CHROMATIN QUALITY AS A CRUCIAL FACTOR FOR THE SUCCESS OF FLUORESCENT IN SITU HYBRIDIZATION ANALYSES OF UNFERTILIZED OOCYTES, POLAR BODIES AND ARRESTED ZYGOTES
Zhivkova RS1,*, Delimitreva SM1, Toncheva DI2, Vatev IT1
*Corresponding Author: Ralitsa S. Zhivkova, 1, St. Georgi Sofiiski Str., Laboratory of IVF and Preimplantation Embryology, Department of Biology, Medical Faculty, Medical University of Sofia, 1431, Sofia, Bulgaria; Tel.: +3592-91-72-678; Fax: +3592-91-72-660; E-mail: zhivkova@medfac.acad.bg
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INTRODUCTION

Genetic investigations of human oocytes are an important source of knowledge about chromosomal aberrations of the embryo, which is the major factor determining the success of assisted reproductive techniques. Female meiosis is a major cause for aneuploidy via two mechanisms: non division of bivalents during the first division and predivision of chromatids during the second division [1]. These meiotic errors can be revealed by genetic analysis of first and second polar bodies (PBI, PBII), respectively.

Even in the absence of a male infertility factor, some human oocytes do not undergo fusion with sperm cells and remain unfertilized. Anomalies of human fertilization, such as premature chromosome condensation (PCC) and polyspermy, are attributed to asynchrony between meiotic chromosomal and cytoplasmic maturity of the oocyte. The PCC of the sperm chromatin is due to preserved activity of maturation promoting factor in the ooplasm [2,3]. This status is irreversible and no pronuclei can be formed. Ooplasm immaturity is related to unreliable blockage of polyspermy because of ineffective cortical reaction during fertilization [4].

Anomalies in pronuclear formation are associated with poor prognosis for the success in in vitro fertilization and embryo transfer (IVF-ET) practice. An abnormal number of pronuclei indicates abnormal ploid status of the embryo and transfer of mono-pronuclear or three-pronuclear zygotes is avoided [5,6]. Transfer of bi-pronuclear (2PN) zygotes on the third day after insemination is controversial because typically developing embryos at this time are at the 4-cell stage. The delayed 2PN stage can be caused, in some cases, by fluctuations of normal fertilization but most frequently is a sign of fertilization failure [7,8].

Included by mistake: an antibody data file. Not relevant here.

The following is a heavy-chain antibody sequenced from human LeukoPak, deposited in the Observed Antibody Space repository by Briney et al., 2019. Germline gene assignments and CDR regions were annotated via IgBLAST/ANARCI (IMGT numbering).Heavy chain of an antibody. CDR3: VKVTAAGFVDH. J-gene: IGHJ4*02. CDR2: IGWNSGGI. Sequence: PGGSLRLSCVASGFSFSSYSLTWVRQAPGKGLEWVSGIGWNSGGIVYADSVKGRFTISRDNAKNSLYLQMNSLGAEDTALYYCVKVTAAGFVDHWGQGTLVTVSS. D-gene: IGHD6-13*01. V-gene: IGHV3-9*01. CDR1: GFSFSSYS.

Preimplantation genetic analyses of oocytes, polar bodies (PBs) and zygotes were recently performed in order to reveal their chromosomal status and development potential. Despite the numerous studies, the significance of eventual correlation between chromosomal status of such cells and their restricted developmental potential is a question that still remains open [9-14]. For PBs and blastomeres, genetic analyses can also be used for preimplantation screening in assisted reproductive programs in order to prevent the transfer of chromosomally abnormal embryos.

The selection of an appropriate method for the preimplantation genetic analysis of single cells depends on the purpose of investigation and the characteristics of the chromatin. Classical karyotyping of the oocyte metaphase chromosomal set has long been used [15-17]. However, it is technically difficult, time-consuming and dependent on good chromosome spreading. The high degree of chromosome condensation in the oocyte and PBI is a known phenomenon and the chromosome identification using banding technique is unreliable [18]. Classical karyotyping of zygotes and blastomeres is possible only after cytostatic pretreatment [9,19,20], which makes the method even more time-consuming and unsuitable for diagnosis before embryo transfer. Interphase chromatin of PBII, pronuclei and blastomeres and metaphase chromosomes of oocytes and PBI can be analyzed by molecular cytogenetic methods [21-25].

Fluorescent in situ hybridization (FISH) is currently accepted as an appropriate technique for preimplantation genetic analyses [26-28]. It is fast, uncomplicated and suitable for assay of metaphase and interphase chromatin. Fluorescent in situ hybridization is presumed to overcome the difficulty of chromosome spreading and, for that reason, to be appropriate for unfertilized oocytes and polar bodies. For the interphase chromatin, FISH allows analysis without cytostatic pretreatment. Up to 12 chromosomes have been detected in two or three rounds of hybridization on the same cell using sets of directly labeled fluorescent probes [12,29,30]. In clinical applications, biopsy and fixation of polar bodies or blastomeres is performed immediately after oocyte retrieval, fertilization or embryo formation. In these cases, FISH is the most appropriate and efficient technique because of the uncomplicated and time-saving procedure that uses commercially available directly labeled probes for all human chromosomes.

Material that is supernumerary or unsuitable for IVF procedures is useful in basic and IVF-related research. Despite the disadvantages of these cells, the results have contributed much to our understanding of the mechanisms and prevalence of different abnormalities. Human oocytes and preimplantation embryos with poor quality or excessive number are used for analysis. The changes associated with in vitro cell ageing started at this time and their first manifestation is chromatin condensation and/or fragmentation. Little is known about the potential impact of these processes on performance of FISH [31,32]. The present study aimed to compare the efficiency and success of FISH in human unfertilized oocytes, arrested zygotes and polar bodies which differ in chromatin condensation and quality.




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